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digitalmars.D - ACLs for variables - lock / unlock idea

reply Cecil Ward <d cecilward.com> writes:
An idea, I’d be interested to hear if this might be at all useful 
to anyone -

If and only if a variable is declared as modifiable (neither 
immutable nor const), would it possibly be useful to be able to 
have a kind of scope const on/off switch to either impose const 
within a block, and/or the converse, that is to impose const as 
the default everywhere starting say from an initial directive 
straight after the (modifiable) declaration, while being able to 
flick the const protection switch off within a block?
Sep 29
parent reply Atila Neves <atila.neves gmail.com> writes:
On Friday, 29 September 2017 at 11:12:32 UTC, Cecil Ward wrote:
 An idea, I’d be interested to hear if this might be at all 
 useful to anyone -

 If and only if a variable is declared as modifiable (neither 
 immutable nor const), would it possibly be useful to be able to 
 have a kind of scope const on/off switch to either impose const 
 within a block, and/or the converse, that is to impose const as 
 the default everywhere starting say from an initial directive 
 straight after the (modifiable) declaration, while being able 
 to flick the const protection switch off within a block?
auto modifiable = foo(); { const nonModifiable = modifiable; //... } Or refactor the scope into a function accepting your modifiable variable as const. Atila
Sep 29
parent Cecil Ward <d cecilward.com> writes:
On Friday, 29 September 2017 at 13:07:32 UTC, Atila Neves wrote:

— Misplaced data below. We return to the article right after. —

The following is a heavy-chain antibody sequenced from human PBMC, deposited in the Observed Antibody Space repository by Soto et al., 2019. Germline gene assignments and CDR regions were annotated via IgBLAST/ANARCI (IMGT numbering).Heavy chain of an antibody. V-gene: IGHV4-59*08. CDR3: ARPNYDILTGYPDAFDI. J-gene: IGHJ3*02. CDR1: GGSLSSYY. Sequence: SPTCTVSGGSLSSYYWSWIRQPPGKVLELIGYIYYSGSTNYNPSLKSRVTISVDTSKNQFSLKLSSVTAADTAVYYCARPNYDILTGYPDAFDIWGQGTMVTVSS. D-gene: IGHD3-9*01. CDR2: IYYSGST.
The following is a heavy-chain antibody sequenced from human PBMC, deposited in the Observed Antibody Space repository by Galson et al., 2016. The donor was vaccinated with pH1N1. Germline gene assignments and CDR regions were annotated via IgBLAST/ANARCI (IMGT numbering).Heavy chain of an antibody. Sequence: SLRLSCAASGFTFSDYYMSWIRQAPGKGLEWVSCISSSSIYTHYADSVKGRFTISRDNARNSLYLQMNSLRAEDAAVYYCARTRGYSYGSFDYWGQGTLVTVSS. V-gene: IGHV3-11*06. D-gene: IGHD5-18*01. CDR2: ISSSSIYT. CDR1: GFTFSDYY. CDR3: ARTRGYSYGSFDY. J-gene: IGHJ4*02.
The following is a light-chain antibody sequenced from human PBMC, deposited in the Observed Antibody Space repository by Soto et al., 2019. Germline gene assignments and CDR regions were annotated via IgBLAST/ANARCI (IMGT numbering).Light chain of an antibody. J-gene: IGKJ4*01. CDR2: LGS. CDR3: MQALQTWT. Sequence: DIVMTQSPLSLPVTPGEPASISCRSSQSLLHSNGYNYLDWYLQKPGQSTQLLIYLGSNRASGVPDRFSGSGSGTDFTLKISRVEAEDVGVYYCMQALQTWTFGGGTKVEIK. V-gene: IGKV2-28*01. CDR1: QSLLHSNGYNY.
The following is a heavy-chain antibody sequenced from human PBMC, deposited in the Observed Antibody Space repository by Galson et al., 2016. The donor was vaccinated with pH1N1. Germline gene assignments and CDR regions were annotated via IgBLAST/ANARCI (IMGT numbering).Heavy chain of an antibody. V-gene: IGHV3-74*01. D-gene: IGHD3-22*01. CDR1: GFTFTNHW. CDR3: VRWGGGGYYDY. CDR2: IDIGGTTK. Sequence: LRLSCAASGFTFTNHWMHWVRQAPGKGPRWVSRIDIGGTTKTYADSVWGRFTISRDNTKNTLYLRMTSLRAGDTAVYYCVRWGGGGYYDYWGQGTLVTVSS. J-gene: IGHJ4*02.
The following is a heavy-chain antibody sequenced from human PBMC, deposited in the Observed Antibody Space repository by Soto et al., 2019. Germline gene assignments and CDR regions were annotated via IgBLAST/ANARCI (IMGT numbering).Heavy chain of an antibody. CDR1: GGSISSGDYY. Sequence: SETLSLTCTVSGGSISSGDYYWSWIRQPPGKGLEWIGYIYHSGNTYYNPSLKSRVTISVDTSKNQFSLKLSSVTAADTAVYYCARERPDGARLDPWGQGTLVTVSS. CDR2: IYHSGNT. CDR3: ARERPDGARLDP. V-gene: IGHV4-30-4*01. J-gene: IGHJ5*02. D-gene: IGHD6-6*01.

auto modifiable = foo();
 {
     const nonModifiable = modifiable;
     //...
 }
I had already thought about using two names. I don’t think that using a kind of ‘const-alias’ mechanism (or ‘const reference’, in the C++ var& sense) would be a good idea at all. By this I mean something where a modifiable variable has two names, only of of them permitting write access. The reason why this wouldn’t be good enough is that there would be nothing much stopping me from forgetting what I’m doing and going back to using the wrong name at some point, without any warnings. Slight mitigation would be if the original declaration was something like myvar_writeable and the const alias for it was called simply myvar, so that the default brain-free form would be the safe one and you would have to go out of your way to get write access. It still wouldn’t be that strong though. Iirc you get told off if you block access to variables by using ‘shadowing’, declaring an exactly matching name using an alias declaration in a normal basic block scope. (I suspect you can do so inside function bodies, I don’t think d moans about you blocking access to matching variables that are in global or outer, non-global, non-local scopes if you write ‘shadowing’ local variable declarations - not sure.) Anyway, couldn’t use that either and it’s no way usable enough for me.
Sep 29